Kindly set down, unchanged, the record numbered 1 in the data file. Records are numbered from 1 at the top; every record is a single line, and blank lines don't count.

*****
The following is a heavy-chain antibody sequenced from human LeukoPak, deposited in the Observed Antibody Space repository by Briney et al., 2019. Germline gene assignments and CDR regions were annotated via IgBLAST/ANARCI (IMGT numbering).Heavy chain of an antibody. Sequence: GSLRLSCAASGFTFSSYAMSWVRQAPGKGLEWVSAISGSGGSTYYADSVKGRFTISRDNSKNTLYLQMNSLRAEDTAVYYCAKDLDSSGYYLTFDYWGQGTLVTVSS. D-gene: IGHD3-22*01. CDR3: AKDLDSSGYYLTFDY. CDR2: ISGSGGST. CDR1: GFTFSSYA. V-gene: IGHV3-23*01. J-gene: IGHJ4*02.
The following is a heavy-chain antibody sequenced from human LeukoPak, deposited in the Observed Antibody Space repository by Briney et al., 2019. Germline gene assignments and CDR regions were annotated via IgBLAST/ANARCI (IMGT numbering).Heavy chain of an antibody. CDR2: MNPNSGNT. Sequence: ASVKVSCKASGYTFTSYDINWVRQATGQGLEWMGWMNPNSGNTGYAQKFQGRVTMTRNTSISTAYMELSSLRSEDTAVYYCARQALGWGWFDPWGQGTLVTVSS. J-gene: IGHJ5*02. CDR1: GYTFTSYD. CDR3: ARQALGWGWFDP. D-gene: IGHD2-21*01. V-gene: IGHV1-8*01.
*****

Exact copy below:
The following is a heavy-chain antibody sequenced from human LeukoPak, deposited in the Observed Antibody Space repository by Briney et al., 2019. Germline gene assignments and CDR regions were annotated via IgBLAST/ANARCI (IMGT numbering).Heavy chain of an antibody. Sequence: GSLRLSCAASGFTFSSYAMSWVRQAPGKGLEWVSAISGSGGSTYYADSVKGRFTISRDNSKNTLYLQMNSLRAEDTAVYYCAKDLDSSGYYLTFDYWGQGTLVTVSS. D-gene: IGHD3-22*01. CDR3: AKDLDSSGYYLTFDY. CDR2: ISGSGGST. CDR1: GFTFSSYA. V-gene: IGHV3-23*01. J-gene: IGHJ4*02.